Wednesday, August 11, 2010

#WomeninPublishing: Interview with Faith Black, Berkley Books

Sometimes we TKers strap on our pith helmets and venture outside our house, to find those inspiring forces in publishing in other offices…this week, one of my favorite #womeninpublishing (for more, go check this Twitter hashtag), Faith Black, editor at Berkley Books (a division of Penguin), answers my questions about genre fiction, gets her to 'fess up to e-love, and asks what advice she has for people entering the publishing business.

What kinds of books do you edit?
I’m an Editor at the Berkley Publishing Group and I handle mainly mysteries (mostly of the cozy variety for our Prime Crime imprint) and Westerns.

How did your career lead you to this kind of position/material?

My dream was always to work with fiction, and the transition ended up being a pretty easy one, in the end. I was very comfortable at an academic press, considering myself a bit of an academic at heart (I was in grad school getting my Master’s in English at the time). From there I moved over to Avalon Books (for whom I had previously done freelance work) where I took on genre fiction (specifically romances, mysteries, and Westerns), which I had never worked on before. But a good story is a good story across the board and I was thrilled to be working with fiction and interesting stories, it was a nice break from textbooks. From there it was an easy leap to Berkley where I continue my work with mysteries and Westerns.

Genre fiction has a lot of rules, especially the romances you were working with at Avalon. Is editing a romance that’s supposed to avoid sex different than a conventional romance? Avalon romances are intended to be family friendly. So there’s no sex and everybody keeps it clean. However, anyone who’s read more conventional romances will realize that this definitely isn’t the norm. It’s challenging to find the line between "just enough steaminess" and "too much."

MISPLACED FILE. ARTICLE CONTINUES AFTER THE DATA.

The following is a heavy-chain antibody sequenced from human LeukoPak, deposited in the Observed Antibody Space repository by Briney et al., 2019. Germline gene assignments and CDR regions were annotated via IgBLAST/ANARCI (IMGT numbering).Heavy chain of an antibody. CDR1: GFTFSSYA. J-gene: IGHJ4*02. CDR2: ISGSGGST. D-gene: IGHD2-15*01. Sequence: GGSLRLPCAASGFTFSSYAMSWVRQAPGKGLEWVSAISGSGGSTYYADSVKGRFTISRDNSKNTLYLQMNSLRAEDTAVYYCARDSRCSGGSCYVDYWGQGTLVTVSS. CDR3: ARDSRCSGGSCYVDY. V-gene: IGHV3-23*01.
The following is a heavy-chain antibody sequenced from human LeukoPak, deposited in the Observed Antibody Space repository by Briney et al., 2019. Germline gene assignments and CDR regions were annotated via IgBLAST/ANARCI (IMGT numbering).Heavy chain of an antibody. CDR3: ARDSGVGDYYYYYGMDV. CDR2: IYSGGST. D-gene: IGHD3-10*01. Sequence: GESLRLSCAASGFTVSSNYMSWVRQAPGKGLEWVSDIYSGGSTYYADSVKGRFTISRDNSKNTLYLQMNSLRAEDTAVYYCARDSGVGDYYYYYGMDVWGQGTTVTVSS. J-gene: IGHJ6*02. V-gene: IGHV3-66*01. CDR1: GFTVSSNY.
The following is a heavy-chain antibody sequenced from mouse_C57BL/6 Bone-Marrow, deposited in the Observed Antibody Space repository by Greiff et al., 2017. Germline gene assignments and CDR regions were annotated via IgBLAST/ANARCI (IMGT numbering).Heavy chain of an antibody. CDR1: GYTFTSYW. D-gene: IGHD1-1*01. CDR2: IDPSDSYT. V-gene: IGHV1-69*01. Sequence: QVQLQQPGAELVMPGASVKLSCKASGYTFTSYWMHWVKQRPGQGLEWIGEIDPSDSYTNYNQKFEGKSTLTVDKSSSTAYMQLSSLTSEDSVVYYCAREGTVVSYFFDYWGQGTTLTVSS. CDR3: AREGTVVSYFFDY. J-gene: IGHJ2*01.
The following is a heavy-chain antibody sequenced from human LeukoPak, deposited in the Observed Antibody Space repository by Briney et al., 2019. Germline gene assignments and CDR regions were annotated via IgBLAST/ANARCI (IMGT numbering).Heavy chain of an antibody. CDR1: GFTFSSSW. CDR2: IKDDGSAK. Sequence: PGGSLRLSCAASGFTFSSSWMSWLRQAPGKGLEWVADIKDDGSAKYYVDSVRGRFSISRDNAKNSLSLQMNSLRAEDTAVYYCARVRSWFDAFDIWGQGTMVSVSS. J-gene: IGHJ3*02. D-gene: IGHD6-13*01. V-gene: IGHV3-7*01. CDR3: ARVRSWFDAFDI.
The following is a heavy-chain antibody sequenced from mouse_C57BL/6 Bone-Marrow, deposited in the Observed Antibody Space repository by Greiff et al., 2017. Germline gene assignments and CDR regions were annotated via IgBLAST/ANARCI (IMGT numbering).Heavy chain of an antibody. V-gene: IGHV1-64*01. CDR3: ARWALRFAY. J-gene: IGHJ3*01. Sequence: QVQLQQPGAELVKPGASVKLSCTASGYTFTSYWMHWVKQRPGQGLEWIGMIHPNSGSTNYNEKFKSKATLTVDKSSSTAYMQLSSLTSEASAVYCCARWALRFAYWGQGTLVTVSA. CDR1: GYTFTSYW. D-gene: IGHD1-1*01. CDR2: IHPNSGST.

What about the difference between a straight-up western (say, Louis L’Amour) from a novel set in the West (say, Cormac McCarthy)?

Well, for the Westerns, you can pretty much set anything you want in "the West," but that doesn’t necessarily make it a Western. Most of the Westerns I work with tend to be fairly traditional and involve a lot of standard Western themes—gun fights, saloon girls, sheriffs, Indians, etc. They’re historically set, as opposed to contemporary and any sort of romance involved is usually secondary (separating a Western from a Romance with a Western setting, another tricky line to find sometimes). That being said, though, I’m working on some new Westerns right now that are a little more outside the traditional mold and I’m really excited about that.

When you’re editing a manuscript, what do you focus on, the reader or the story?

I tend to focus more on the story itself than any sort of typical reader. I suppose, self-centered creature that I am, that I tend to use myself as a yardstick when need be. But mostly I’m concerned with the book as a whole and how everything fits together and does it flow and does it make sense. Am I hooked? Do I like the main character? These are all more important to me than tailoring a book to some sort of specific audience. Especially when reading is such a subjective experience anyway.

What do you think is the biggest misconception about genre fiction today?

I think the most common misconception about genre fiction (because I used to think this way too, before I became more aware of it) is that it’s less worthy somehow than other forms of fiction. That it’s not as worthwhile as, say, literary fiction. I was definitely a snob about genre fiction before I started working with it on a day to day basis. I made the inevitable jokes about romance novels and Fabio, etc. But having worked with genre fiction now for about 4 years, I can say that this really isn’t the case. Some of the genre fiction that I’ve read both as an editor and just as a consumer (now that I’ve gotten past my initial snobbery) has been some of my favorite reading of the past few years. For instance, I really adore the cozy mysteries that I read—both the ones that I edit myself and the others in the Prime Crime line that my colleagues work on. There are certain series that I make sure to snatch up as soon as the newest installment comes out. Genre fiction is more rewarding reading than most people give it credit for. And it’s started showing up on the NYTimes bestseller list, so people do seem to finally be taking notice.